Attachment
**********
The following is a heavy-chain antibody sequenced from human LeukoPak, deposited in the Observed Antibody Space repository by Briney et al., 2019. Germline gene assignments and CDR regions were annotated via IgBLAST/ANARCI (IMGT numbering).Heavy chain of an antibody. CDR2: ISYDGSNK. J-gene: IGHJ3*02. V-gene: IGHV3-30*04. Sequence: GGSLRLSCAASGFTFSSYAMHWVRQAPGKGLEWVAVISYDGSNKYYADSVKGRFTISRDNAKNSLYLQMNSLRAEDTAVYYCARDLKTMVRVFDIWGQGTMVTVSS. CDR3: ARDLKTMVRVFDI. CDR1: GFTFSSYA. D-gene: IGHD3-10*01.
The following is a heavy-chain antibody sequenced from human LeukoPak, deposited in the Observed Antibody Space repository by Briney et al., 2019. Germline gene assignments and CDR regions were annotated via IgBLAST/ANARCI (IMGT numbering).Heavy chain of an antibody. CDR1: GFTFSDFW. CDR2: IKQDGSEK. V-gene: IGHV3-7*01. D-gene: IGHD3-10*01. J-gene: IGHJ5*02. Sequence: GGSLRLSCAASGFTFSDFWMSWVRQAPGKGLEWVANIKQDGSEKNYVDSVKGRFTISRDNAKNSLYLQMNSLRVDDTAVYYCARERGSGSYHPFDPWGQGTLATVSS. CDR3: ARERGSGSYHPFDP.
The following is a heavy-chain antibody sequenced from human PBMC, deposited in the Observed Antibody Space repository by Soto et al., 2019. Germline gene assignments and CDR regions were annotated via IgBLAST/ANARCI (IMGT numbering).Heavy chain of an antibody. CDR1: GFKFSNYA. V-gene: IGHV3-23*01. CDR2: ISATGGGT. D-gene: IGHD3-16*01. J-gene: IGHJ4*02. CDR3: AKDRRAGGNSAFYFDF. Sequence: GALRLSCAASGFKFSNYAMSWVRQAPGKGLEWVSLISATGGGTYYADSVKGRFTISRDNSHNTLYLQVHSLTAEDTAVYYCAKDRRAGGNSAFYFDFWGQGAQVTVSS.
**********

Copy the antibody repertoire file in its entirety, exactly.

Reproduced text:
The following is a heavy-chain antibody sequenced from human LeukoPak, deposited in the Observed Antibody Space repository by Briney et al., 2019. Germline gene assignments and CDR regions were annotated via IgBLAST/ANARCI (IMGT numbering).Heavy chain of an antibody. CDR2: ISYDGSNK. J-gene: IGHJ3*02. V-gene: IGHV3-30*04. Sequence: GGSLRLSCAASGFTFSSYAMHWVRQAPGKGLEWVAVISYDGSNKYYADSVKGRFTISRDNAKNSLYLQMNSLRAEDTAVYYCARDLKTMVRVFDIWGQGTMVTVSS. CDR3: ARDLKTMVRVFDI. CDR1: GFTFSSYA. D-gene: IGHD3-10*01.
The following is a heavy-chain antibody sequenced from human LeukoPak, deposited in the Observed Antibody Space repository by Briney et al., 2019. Germline gene assignments and CDR regions were annotated via IgBLAST/ANARCI (IMGT numbering).Heavy chain of an antibody. CDR1: GFTFSDFW. CDR2: IKQDGSEK. V-gene: IGHV3-7*01. D-gene: IGHD3-10*01. J-gene: IGHJ5*02. Sequence: GGSLRLSCAASGFTFSDFWMSWVRQAPGKGLEWVANIKQDGSEKNYVDSVKGRFTISRDNAKNSLYLQMNSLRVDDTAVYYCARERGSGSYHPFDPWGQGTLATVSS. CDR3: ARERGSGSYHPFDP.
The following is a heavy-chain antibody sequenced from human PBMC, deposited in the Observed Antibody Space repository by Soto et al., 2019. Germline gene assignments and CDR regions were annotated via IgBLAST/ANARCI (IMGT numbering).Heavy chain of an antibody. CDR1: GFKFSNYA. V-gene: IGHV3-23*01. CDR2: ISATGGGT. D-gene: IGHD3-16*01. J-gene: IGHJ4*02. CDR3: AKDRRAGGNSAFYFDF. Sequence: GALRLSCAASGFKFSNYAMSWVRQAPGKGLEWVSLISATGGGTYYADSVKGRFTISRDNSHNTLYLQVHSLTAEDTAVYYCAKDRRAGGNSAFYFDFWGQGAQVTVSS.